The Arrival at Kirinda
After many days adrift at sea, the boat washed ashore near Kirinda's Dovera. A fisherman exploring the coastline discovered this strange vessel and immediately reported it to King Kavantissa of Rohana. King Kavantissa, upon learning about the boat and its precious cargo, decided to marry Princess Vihara Maha Devi and named her his queen. In gratitude for the safe arrival of the princess, a dagoba was erected on the cliff.
Ancient Monuments and Sites
Several sites and monuments are believed to be associated with the story of Princess Vihara Maha Devi and King Kavantissa. At Gotimbaragodaella, approximately 2 miles inland from Kirinda, the ruins of a palace are said to mark the place where the marriage between the princess and the king was officially celebrated. In the Ruhuna National Park near Palatupana, ancient monuments known as Magul Maha Vihara are believed to have been the couple's residence after their marriage.
However, it is important to note that these monuments and sites are the subject of debate among archaeologists and historians, with varying opinions regarding their authenticity and historical significance.
The Kirinda Rajamaha Viharaya
The present-day Kirinda Rajamaha Viharaya features modern constructions within its premises. However, it holds two ancient rock inscriptions that provide insight into the political and religious history of the region. The major inscription, carved on a granite rock surface facing east, bears a significant political message from the first century CE. It speaks of a sub-king named Naga who abandoned his false beliefs and took refuge in the teachings of Buddha.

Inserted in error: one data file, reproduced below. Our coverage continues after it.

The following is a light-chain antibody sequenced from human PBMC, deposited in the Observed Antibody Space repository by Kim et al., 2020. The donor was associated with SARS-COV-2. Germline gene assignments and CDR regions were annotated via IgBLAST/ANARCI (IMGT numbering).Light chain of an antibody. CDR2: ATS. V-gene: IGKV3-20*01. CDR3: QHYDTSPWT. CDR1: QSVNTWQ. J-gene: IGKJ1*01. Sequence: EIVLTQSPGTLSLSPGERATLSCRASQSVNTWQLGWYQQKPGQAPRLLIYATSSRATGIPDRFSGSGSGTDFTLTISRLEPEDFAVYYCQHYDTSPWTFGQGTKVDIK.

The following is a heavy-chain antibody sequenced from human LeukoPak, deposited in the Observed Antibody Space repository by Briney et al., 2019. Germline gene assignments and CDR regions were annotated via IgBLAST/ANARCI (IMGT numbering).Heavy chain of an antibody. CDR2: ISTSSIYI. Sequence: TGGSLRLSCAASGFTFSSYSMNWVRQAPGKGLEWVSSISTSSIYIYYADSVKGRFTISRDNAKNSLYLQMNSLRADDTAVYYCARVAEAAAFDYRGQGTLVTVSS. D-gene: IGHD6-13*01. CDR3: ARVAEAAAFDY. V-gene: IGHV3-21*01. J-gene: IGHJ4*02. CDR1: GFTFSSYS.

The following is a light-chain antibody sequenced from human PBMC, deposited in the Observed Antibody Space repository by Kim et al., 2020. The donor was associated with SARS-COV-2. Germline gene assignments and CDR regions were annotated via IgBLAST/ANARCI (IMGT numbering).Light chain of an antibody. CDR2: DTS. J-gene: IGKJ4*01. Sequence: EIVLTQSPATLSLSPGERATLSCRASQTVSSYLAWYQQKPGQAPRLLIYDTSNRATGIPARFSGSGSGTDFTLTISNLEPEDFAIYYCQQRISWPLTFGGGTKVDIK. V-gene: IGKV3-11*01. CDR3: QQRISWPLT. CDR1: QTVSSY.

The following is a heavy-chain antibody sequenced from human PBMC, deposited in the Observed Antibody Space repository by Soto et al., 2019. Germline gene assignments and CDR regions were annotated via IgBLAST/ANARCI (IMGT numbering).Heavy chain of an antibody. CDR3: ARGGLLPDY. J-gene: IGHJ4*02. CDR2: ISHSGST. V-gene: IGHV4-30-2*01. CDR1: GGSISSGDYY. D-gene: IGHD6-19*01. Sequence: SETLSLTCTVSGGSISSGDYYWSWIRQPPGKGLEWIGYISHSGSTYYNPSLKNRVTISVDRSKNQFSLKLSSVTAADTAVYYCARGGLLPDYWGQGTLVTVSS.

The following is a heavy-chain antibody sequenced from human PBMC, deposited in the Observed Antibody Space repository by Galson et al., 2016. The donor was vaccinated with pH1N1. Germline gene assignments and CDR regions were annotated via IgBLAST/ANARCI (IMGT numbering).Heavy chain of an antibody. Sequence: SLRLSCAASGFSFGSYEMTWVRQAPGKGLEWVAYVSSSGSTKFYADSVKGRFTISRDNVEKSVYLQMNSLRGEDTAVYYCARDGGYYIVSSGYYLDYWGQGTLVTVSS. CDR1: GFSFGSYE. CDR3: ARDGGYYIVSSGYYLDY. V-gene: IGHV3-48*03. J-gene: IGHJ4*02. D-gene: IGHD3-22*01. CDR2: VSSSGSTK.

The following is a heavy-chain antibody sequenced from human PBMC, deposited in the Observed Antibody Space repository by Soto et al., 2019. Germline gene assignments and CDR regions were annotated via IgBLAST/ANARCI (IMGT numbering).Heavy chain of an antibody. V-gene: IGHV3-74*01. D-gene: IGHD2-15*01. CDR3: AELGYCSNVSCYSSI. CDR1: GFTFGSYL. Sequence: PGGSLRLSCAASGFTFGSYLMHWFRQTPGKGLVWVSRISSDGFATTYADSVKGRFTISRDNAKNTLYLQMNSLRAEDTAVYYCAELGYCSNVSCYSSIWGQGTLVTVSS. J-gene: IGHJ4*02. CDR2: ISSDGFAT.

The Kirinda Rajamaha Viharaya stands as a testament to the rich historical and cultural heritage of Ceylon. The legend surrounding this ancient temple, intertwined with the tale of Princess Vihara Maha Devi and King Kavantissa, captivates visitors with its romantic and mythical elements. By exploring the temple and its surroundings, visitors can immerse themselves in the fascinating history of Ceylon and witness the remnants of a bygone era.
- What is the best time to visit Kirinda Rajamaha Viharaya?
- The temple can be visited throughout the year, but it is recommended to avoid the monsoon season for a more pleasant experience.
- Are there any accommodation options near the temple?
- Yes, there are various accommodation options available in the vicinity of Kirinda, ranging from budget guesthouses to luxury resorts.
- Can I take photographs inside the temple?
- Yes, photography is usually allowed inside the temple premises. However, it is advisable to check with the temple authorities for any specific rules or restrictions.
- Are there any rituals or ceremonies held at the temple?
- The temple regularly conducts religious rituals and ceremonies, especially during auspicious occasions and festivals. Visitors may have the opportunity to witness these rituals and immerse themselves in the spiritual atmosphere.
- Is there an entrance fee to visit the Kirinda Rajamaha Viharaya?
- The temple does not usually charge an entrance fee. However, donations for the maintenance and upkeep of the temple are always appreciated.